Most importantly, Nepal is still practicing the development models that have already failed in other countries. For example, China and Russia diversified their development modalities in tune with the changing times. They realised the need for public-private partnership for development. However, the government in Nepal tries to maintain monopoly in development process and the economy. Privatisation might not be the most ideal development modality in today’s world, but there is no better model than this. But here, the government tries to fix even the prices of daily essentials like milk and medicines. Promoting such economy will certainly not promote Nepal’s industrial sector and further deteriorate investment climate. The government should first identify minimum prerequisites required for public-private partnership modality in development process of the country and develop policy frameworks accordingly. Thus, the private sector wants to work together with the government in developing infrastructures, invest together and share benefits together. The summit will present and explore different barriers in attracting private and public investment and ways to expedite public-private partnership (PPP) model in investment in Nepal.
CNI had hosted a similar summit in 2014. Have we been able to achieve the objectives and materialise the commitments of the first Infrastructure Summit?
Infrastructure development is not an overnight process. CNI is not bringing any new issue to the summit next week. We will concentrate on holding discussions on the same bottlenecks in infrastructure development in Nepal that were identified two years ago. This event is like a part of the series in which discussions and debates are held on types of infrastructure required for Nepal, potential areas to invest, financing, role of private sector in development process, nature of regulatory framework required to enhance Nepal’s infrastructural development and weaknesses of current regulatory framework of the government. The event will also focus on discussions on advantages and disadvantages of different development modalities. We want to disseminate the idea among stakeholders that better infrastructure is required to propel the entire economy. It is a bitter fact that Nepal has failed to compete in the world because of infrastructure limits. Thus, it has to be acknowledged that infrastructure development is the common responsibility of the state and private sector. We believe that summits like these will help identify ways to give momentum to sluggish infrastructure development of the country.
What sectors will be promoted during the summit for investment?
In the past, we had not studied the potential sectors for investment in Nepal. However, the CNI will showcase the project bank developed by Investment Board Nepal (IBN) to investors that comprises 50 viable infrastructure projects in the summit. We have identified transportation and connectivity, tourism (including hospitality sector and airports), irrigation and hydropower, agriculture, among others as potential areas for investment. Similarly, we also see urban infrastructure as a viable sector for investment. Though the country is undergoing rapid urbanisation, we have very bleak situation of urban infrastructure.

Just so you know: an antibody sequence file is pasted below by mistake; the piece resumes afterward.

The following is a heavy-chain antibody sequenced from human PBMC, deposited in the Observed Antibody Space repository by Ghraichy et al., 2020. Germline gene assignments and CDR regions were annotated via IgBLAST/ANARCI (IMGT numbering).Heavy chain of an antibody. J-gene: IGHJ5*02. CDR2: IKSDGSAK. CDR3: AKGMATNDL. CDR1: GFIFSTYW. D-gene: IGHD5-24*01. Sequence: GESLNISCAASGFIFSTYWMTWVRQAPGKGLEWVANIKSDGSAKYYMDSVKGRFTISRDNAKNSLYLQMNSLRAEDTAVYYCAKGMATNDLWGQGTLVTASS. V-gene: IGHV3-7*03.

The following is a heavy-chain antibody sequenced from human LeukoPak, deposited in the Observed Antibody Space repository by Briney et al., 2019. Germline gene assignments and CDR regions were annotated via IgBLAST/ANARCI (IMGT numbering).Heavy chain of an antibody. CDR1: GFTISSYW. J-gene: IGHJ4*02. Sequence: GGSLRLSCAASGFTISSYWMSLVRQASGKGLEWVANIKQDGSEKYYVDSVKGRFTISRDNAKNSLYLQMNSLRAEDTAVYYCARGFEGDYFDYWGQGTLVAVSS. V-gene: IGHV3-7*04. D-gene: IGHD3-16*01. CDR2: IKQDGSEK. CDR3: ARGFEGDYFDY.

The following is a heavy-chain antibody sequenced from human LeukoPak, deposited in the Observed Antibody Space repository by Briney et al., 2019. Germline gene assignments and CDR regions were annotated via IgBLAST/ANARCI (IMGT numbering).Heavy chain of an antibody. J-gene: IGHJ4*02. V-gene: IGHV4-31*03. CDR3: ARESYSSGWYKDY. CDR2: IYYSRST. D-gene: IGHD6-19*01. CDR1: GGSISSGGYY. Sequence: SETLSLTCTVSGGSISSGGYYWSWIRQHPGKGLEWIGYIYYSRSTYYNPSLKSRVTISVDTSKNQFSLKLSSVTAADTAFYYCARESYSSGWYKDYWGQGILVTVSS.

Also, it is crucial to develop a wider and long-term vision for development. For instance, China was able to construct 2,000-km railway with $3.5 billion, which means a one-kilometre railway can be constructed at around Rs 250 million. This shows that even Nepal can have ambitious targets of constructing some 800- to 1,200-km railways, and it is possible. The government and private sector should jointly seek financial resources for such mega projects. If Nepal is to progress in infrastructure sector, the sector needs a minimum annual investment of $3 billion.
Currently, the market is undergoing credit crunch. How challenging is such a situation for development process of the country?
The current credit crunch in the market is a temporary situation. This will be solved once responsible bodies effectively use different banking channel instruments and government accelerates spending to drive the economy. The current situation has given lesson to banks and financial institutions and the government that their negligence can impact banks, industries and small entrepreneurs. However, the current liquidity situation can leave a bigger impact on the economy if it is not addressed soon. The government and Nepal Rastra Bank, instead of overlooking the situation or taking it lightly, should deploy effective mechanisms to address it.
A version of this article appears in print on February 13, 2017 of The Himalayan Times.